6) Hydrocortisone cream: A 1% topical hydrocortisone cream is useful for relieving itching and inflammation from many skin lesions. You will see many variations of this cream at a pharmacy with different names, with or without aloe, etc. You just need the 1% hydrocortisone cream. Use it to help you with any skin issue that ITCHES: bug bites, poison ivy or any contact dermatitis (an allergic skin reaction from something that touched you).
7) Antifungal: Clotrimazole (Lotrimin) cream or powder or miconazole, (Zeasorb-AF) is very useful for the occasional red fungal rash on feet, or in the groin, under breasts or armpit. This rash usually comes from moisture, so the powder is often drying and helpful. Remember, if it does not seem to work after a few days you should check with your doctor.
8) Diarrhea: Immodium (Loperamide) is your best over the counter option.
There are many anti-nausea drugs that require a prescription but Dramamine over the counter tablets will work well. As you know you can also use them for prevention of motion sickness so they are good to have on hand. It is very sedating, and carries the same risk for seniors as Benadryl. (Ginger root or Ginger ale may work just as well) Use only for emergencies then lie down.
There are many effective medications for constipation not helped by a diet rich in fiber, bran, prunes, apples, etc. Stool softeners simply soften the stool. Senna in many forms including tea is a mild stimulant and is quite gentle. Fiber such as psyllium is available to mix in juice (Metamucil, Konsyl, Citrucel), and is very helpful in bulking the stool, softening it and making it easier to pass. Stronger laxatives such as bisacodyl, Milk of Magnesia are also available. Prevention with drinking enough fluids, a good diet and exercise is preferable to medications, but if you are constipated, having one of these on hand is helpful.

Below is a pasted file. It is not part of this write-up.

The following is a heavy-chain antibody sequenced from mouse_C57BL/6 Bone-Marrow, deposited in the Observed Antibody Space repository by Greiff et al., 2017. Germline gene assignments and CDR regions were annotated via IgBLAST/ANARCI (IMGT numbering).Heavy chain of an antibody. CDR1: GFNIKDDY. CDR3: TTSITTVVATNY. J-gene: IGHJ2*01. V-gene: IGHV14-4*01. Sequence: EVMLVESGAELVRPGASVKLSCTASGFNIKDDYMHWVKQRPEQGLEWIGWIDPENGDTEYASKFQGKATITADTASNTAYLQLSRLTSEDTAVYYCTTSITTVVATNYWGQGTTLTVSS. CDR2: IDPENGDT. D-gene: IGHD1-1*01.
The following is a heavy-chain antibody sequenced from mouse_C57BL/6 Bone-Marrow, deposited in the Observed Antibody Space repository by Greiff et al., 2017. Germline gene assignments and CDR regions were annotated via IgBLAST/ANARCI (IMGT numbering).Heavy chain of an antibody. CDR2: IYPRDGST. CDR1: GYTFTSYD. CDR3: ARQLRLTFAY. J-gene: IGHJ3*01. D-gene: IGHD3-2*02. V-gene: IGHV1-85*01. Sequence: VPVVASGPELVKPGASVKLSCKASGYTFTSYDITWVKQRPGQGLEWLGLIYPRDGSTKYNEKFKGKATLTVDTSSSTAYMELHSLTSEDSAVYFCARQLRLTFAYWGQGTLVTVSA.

11) Sterile gauze: Sterile gauze (in either pad or roll form) and medical tape are for injuries that require something bigger than an adhesive bandage. Use them to apply pressure to a bleeding wound, or apply to wounds with a little antibacterial ointment . Non-stick pads like Telfa can be helpful if skin is very delicate and to avoid pulling scabs off, but may not be as absorbant. To dress a wound with the gauze and tape combination, first cut a piece of the material to fit the size of the wound or wrap gauze around it from the roll. Then secure the material in place with the tape. Remember to change the bandage if the bandage gets wet or dirty -- and if the gauze sticks to a scab or part of the wound, soak the area in warm water to loosen things up.
12) Paper or silk tape. Silk adheres betted, but paper is better for sensitive skin. Available in pharmacy.
13) Thermometer. Throw away the old mercury thermometer. There are now good inexpensive digital ones.
14) ACE bandage. The most useful size is 3” or 4” width. This can be used for sprains, swelling in the legs, or to hold ice packs in place.
15) Adhesive bandages: Adhesive bandages come in a variety of shapes and colors, from clear to camouflage, and there should be a stash in your medicine chest.
16) Muscle rub: Having a muscle cream, balm, self-heating wrap or heating pad on hand to soothe sore muscles or ease lower-back pain is a must. Tiger Balm is an important and effective relief for any aches and pains you may feel. It consists of different herbs and ingredients that are known to be effective. In a recent study, anti-inflammatory skin cream reduced soreness by 45 percent in the 48 hours after exercise over pain reliever pills [source: WebMD]. The ingredients in topical creams and adhesive patches like Icy Hot and Bengay are absorbed through your skin into your bloodstream, meaning you should be stingy with how frequently you apply them. Many contain an ingredient called methyl salicylate which is similar to aspirin, and just like aspirin, it can be toxic in high doses. Be safe -- use anti-inflammatory treatments in moderation.
17) Tweezers: A pair of fine-tipped tweezers will remove things lodged under your skin like splinters or ticks.
18) Artificial tears: Many brands and generics. Very useful for soothing sore, itchy, tired eyes from dust, excess drying, computer work, etc. Safe to use every 4 hours if needed one drop. Not the same as Visine which is not an artificial tear.
19) Tea Tree Oil - If you prefer to use more “natural remedies” it is essential to have some of this oil on hand, because it is known to heal skin cuts, burns, and even infections. It acts as an antiseptic and is antifungal. It can be used for acne or athlete's foot. It is also been reported to reduce the symptoms of dandruff. It may take the place of many of the items listed above